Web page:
As everything in Japan, moving comes with a lot of preparation and anticipation. So, finally, my furniture arrived and the company came to deliver and unpack.
A team of 5 landed one morning at the house, they literally wrapped the lobby of the building, covered the floor with a sort of yoga mat flooring, completely wrapped the corridors and the lift and brought everything.
I have a small house and a small removal and all was completed in 3 hours, including setting up the furniture.
The very same evening, I could enjoy my first dinner!! love it
Although I appreciate I sit among the privileged ones who get access to relocation and housing agencies, here is my experience around the process. There is a lot of choice in agencies, and offers.
If you are on a Japanese budget, chances are you will need to commute for 1h30 to 2h every morning to work and come from further suburbs. Everyone gets it and this is what creates the jammed metros that everyone sees in the press. If you are luckier, you get an apartment in town and there you have the choice between Japanese type (with tatami room) or western style.
Even though, I went for western style, you still get the fish oven in the kitchen, I love it. It is a drawer under the cooking table, you must add water and then grill your fish there. Japanese don’t use much ovens and this is the standard. I get both which is great. You also get a shower room separate for the actual room by a window and in there you get the shower and a bathtub. Bath is to relax, shower is to clean up. All bathtubs come equipped with a wall panel where you choose the temperature for your bath and how much you want it to fill up. Then, the panel allows you to reheat if needed. Most of them get covered and you may use the bath the next with the reheat function or for your children. You then get the same panel in the kitchen so you can prepare your bath while you are cooking, I just need to get used to tapping the bathtub beforehand otherwise you get the leaking bucket syndrome…. And no bath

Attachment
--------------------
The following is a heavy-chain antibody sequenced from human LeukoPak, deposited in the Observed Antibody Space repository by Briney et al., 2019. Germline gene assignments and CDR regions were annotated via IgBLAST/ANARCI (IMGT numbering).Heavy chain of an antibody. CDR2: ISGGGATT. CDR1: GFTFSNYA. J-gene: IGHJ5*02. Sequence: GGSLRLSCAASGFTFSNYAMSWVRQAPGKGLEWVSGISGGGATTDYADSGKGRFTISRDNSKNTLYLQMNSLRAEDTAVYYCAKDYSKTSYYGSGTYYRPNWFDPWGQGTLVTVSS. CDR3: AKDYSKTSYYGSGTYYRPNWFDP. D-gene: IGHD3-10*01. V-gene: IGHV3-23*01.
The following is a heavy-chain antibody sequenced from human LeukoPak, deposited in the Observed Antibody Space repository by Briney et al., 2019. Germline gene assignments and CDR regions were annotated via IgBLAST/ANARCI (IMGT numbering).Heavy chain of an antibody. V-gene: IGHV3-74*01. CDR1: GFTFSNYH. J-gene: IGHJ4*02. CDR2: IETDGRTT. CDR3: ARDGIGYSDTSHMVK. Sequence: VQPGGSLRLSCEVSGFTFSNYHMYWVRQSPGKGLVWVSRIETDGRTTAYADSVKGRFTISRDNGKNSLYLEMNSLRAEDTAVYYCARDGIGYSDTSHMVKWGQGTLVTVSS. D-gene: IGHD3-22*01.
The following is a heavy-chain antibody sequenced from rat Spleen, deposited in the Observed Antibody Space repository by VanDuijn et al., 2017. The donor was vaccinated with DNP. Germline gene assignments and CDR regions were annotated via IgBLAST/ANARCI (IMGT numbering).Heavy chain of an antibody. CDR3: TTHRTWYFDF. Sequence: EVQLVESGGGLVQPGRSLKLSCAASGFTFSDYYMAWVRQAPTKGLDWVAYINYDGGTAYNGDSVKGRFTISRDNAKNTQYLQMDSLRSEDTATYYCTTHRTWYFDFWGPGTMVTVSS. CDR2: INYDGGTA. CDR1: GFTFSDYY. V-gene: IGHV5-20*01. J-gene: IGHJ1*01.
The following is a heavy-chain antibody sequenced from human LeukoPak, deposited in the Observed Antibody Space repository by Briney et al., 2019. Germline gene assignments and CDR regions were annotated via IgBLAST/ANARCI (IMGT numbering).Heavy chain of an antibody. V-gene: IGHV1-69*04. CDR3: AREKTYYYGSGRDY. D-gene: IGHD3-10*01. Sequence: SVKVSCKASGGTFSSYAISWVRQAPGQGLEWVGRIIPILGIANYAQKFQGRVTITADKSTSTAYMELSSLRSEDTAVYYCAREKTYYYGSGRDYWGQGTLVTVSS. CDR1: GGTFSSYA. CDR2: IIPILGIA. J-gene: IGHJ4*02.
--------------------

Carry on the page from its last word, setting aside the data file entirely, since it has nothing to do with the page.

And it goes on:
Back to the agency, part of their service is to take you around visiting, but also arranging the negotiation, setting the price and features if requested. You typically negotiate down from the published price. Then they place an offer, handle the deposit and contracting and contract utilities on your behalf.
May I recommend the one I used as I found they were friendly, efficient with a great understanding of the western expections – http://www.realestate-tokyo.com/ – so thank you Alex!!
Where I live, I am fortunate enough that the building is equipped with fibre and the internet comes for free as part of the service. So really, this is being treated as a queen, to my standards.
Needless to say that all of this comes at a price. However, one thing to note is that Japan is facing a space challenge but also a workforce issue as the population is decreasing rapidly. Therefore, the government has set a range of facilities for corporations to contract foreigners and they provide subsides for housing so that really helped me
Now, one tip when you have the option to ship your personal belongings, no matter what, beware of the Japanese apartment configuration, most of our western furniture simply don’t fit in and take too much space. Take measurements, have a close look, double check